EAC dismisses UN report on Burundi

Saturday April 8 2017

Burundian police patrol the streets of Bujumbura. The force has been accused of using excessive force against opposition figures. AFP PHOTO

Burundian police patrol the streets of Bujumbura. A report presented to the United Nations Security Council expresses concern about the worsening human-rights situation in the country. AFP PHOTO 


EAC Secretary General Liberat Mfumukeko has dismissed the report on Burundi presented by special advisor to the UN Secretary-General Jamal Benomar.

Last month, Mr Benomar presented a report to the United Nations Security Council on the current political situation in Burundi, and expressed concern about the worsening human-rights situation in the country.

The Office of the United Nations High Commissioner for Human Rights (OHCHR) had documented allegations of extrajudicial killings, arbitrary arrests and forced disappearances, as well as cases of torture and ill-treatment.

The report said that there had been more than 210 cases of enforced disappearances between October 2016 and January 2017.  Many lived in fear of the Imbonerakure, the ruling party’s youth militia.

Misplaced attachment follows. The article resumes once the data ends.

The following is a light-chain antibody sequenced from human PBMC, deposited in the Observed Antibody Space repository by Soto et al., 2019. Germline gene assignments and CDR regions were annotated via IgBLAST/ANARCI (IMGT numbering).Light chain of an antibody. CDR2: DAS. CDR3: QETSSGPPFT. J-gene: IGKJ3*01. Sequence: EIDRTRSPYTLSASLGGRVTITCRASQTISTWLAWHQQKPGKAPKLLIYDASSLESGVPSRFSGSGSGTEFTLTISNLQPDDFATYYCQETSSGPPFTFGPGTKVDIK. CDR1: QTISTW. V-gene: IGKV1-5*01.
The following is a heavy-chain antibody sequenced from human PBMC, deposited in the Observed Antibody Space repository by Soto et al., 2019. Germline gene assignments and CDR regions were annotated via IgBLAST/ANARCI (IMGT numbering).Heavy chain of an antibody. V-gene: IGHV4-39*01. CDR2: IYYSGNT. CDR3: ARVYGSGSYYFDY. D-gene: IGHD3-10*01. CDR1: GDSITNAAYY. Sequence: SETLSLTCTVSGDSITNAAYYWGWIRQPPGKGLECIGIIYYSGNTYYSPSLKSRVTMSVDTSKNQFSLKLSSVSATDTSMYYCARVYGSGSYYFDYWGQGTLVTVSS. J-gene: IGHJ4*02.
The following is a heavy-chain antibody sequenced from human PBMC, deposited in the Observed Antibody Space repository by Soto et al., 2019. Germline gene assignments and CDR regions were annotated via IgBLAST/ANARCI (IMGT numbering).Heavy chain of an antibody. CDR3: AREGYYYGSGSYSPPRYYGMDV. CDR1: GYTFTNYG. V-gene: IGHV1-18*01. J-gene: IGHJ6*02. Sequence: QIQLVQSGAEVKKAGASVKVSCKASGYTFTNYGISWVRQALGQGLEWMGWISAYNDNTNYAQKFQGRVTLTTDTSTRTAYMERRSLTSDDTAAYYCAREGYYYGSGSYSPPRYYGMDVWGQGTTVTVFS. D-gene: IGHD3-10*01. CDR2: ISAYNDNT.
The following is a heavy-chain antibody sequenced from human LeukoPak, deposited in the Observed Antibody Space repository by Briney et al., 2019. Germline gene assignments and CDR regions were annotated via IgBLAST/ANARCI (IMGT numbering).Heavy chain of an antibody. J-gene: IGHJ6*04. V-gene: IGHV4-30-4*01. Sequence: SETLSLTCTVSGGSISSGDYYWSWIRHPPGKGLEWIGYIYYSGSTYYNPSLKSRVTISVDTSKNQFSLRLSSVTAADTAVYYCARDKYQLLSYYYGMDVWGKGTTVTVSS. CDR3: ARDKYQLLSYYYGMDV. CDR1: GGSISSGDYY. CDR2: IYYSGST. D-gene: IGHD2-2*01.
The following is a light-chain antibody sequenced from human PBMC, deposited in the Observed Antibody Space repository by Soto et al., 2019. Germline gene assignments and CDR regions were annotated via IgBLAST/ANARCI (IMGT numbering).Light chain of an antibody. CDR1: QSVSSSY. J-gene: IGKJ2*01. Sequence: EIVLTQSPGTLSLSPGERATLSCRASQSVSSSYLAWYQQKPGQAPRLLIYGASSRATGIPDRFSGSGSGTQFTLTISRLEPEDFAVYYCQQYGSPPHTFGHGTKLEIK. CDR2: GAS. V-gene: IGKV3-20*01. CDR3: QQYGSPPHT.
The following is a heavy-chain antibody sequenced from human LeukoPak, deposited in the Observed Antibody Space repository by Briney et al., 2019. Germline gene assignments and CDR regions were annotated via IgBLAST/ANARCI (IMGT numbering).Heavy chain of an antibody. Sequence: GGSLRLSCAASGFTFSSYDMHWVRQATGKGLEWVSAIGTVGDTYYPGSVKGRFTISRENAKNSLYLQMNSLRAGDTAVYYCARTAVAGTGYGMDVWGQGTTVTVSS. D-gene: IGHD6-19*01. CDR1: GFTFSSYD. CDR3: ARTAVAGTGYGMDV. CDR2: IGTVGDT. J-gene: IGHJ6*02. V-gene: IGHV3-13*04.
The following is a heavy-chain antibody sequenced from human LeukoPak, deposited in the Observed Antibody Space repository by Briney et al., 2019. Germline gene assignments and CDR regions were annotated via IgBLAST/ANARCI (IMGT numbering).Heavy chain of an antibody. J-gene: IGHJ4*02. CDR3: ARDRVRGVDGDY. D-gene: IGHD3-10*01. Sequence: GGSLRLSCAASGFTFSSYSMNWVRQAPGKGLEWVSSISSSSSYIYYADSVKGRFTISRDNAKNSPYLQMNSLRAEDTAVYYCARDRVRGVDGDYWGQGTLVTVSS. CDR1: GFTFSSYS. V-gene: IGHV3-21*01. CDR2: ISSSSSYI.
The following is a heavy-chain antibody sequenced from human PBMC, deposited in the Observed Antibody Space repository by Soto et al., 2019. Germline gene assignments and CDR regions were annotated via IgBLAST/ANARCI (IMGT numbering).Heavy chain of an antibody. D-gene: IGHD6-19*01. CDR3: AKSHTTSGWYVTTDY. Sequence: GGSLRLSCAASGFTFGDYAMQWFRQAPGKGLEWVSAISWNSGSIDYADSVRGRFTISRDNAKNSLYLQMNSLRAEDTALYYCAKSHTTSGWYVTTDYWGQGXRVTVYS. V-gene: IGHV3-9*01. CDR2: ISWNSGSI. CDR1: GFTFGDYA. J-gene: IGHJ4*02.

The report indicated that there had been no significant progress in the dialogue led by the EAC, recalling that the government had boycotted the last round of talks in Arusha, and that the two sides had yet to sit at the same table. 

The report also cited Burundi’s refusal to allow deployment of the UN police component, enhanced human rights monitoring, strengthening of the Office of the Special Adviser, or co-operation with African Union observers.

Controversial third-term
More than 500 people have been killed since 2015 when protests erupted after President Pierre Nkurunziza vied for a controversial third term in office; the opposition said that he was violating the country’s Constitution and the Arusha Agreement that had helped to restore peace in the country.

“We live here and we continue to preach to the world that we live in a very safe environment… we do not feel insecure. Of course, there are challenges; there are political challenges, there are economic challemges, but which state in the world doesn’t have these sort of challenges,” Muita Muburi the executive secretary of the ICGLR told The EastAfrican.

Mr Benomar said that the UN would continue to support the facilitator of the East African led dialogue, but Mr Mfumukeko said that the joint technical team is yet to be put in place.

“We have actually attempted to come to a formal agreement at this stage. We have drafts of terms of reference, but we don’t have any MoU finalised,” said Mr Mfumukeko.

He added that the secretariat is yet to have a financing agreement with the UN.

Supplementary budget support for the regional-led intra-Burundi dialogue was approved at the 17th extraordinary Heads of States Summit of the EAC, though some countries like China had already provided financial support to the process.

Since the regional mediated dialogue kicked off two years ago, uncertainty has remained as to when the mediation will come to a conclusion.